This is my first diesel. I tried (just to get some experience) not using my engine brake while crossing East to West, Maryland and West Virginia on I68, 79 and 70. The road was dry and I was getting nailed by strong headwinds. Some of the decending grades were 7%. I followed the advice of choosing one gear lower than I went up the hill. I also follow the advice of stabbing the service brakes to slow the coach and not riding the brakes. This learning was on ten + decents (it seemed all I did that day was go up and down). Coach control was not as consistent as when using the engine brake. The coach did gain some speed, on its' own, but not much (maybe 8-10 mph). Stabbing of the service brakes was received well, by the coach, (not the wife) and I was comfortable with controling the coach using a lower gear and service brakes. At no time did the tranny up shift to a higher gear. My gear selection and speed, at the top of the hill, allowed me to keep the RPMs close to, but below the governed 2200 RPMs.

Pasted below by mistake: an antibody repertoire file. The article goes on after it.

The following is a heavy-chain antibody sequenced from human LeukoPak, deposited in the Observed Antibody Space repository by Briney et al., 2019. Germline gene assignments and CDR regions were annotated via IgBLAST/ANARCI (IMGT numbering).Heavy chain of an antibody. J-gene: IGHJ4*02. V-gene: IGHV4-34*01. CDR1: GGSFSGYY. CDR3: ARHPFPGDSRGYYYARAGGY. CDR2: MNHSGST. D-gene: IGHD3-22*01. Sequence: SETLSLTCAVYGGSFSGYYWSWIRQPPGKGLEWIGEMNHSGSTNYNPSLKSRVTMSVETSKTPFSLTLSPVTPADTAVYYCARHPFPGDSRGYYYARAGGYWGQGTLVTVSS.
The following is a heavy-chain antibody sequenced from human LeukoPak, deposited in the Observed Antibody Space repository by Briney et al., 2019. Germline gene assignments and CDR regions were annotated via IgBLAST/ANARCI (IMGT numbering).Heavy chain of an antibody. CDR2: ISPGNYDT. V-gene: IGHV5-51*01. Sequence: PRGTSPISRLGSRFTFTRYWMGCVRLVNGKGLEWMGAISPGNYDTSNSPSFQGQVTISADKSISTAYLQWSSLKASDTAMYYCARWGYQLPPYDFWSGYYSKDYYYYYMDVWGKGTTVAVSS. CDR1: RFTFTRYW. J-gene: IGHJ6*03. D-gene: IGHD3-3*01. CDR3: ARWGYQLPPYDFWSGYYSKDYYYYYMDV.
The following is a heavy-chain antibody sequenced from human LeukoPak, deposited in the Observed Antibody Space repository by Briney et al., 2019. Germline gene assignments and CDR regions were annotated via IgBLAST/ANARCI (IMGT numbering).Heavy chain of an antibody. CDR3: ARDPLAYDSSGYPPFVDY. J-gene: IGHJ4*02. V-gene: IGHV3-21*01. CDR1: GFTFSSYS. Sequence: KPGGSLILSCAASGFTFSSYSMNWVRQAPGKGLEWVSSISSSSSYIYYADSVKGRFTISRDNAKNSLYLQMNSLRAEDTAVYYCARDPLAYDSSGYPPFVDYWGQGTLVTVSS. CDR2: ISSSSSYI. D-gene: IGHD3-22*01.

Your post causes me to think about something I had not considered.
If the tranny did up shift, could I control the coach?
The engine brake is my hill decending plan "A". It works outstandingly. Downshifting the tranny and stabbing the service brakes is my decending plan "B". I thought I had this covered. Guess I need to figure out a safe way to let the engine RPM get high enough so the tranny upshifts on its' own. Then stabbing the service brake may be a really big stab. This will de difficult since the wife hates it when I do these experiments. After 40 years, one would think she'd be used to living with an engineer.
If anyone would like to share their thoughts on hill decending using the lower tranny gear and service brake stabbing, I'd appreciate hearing what experience has taught you. Any other ideas on this will really be appreciated.
For me it is important to have more than knowledge. It is important to have some experience to understand how one could stay safe if the real situation happens.
2005 Newmar KSDP 3910 + GMC ENVOY XUV 37K lbs Moving Down The Road
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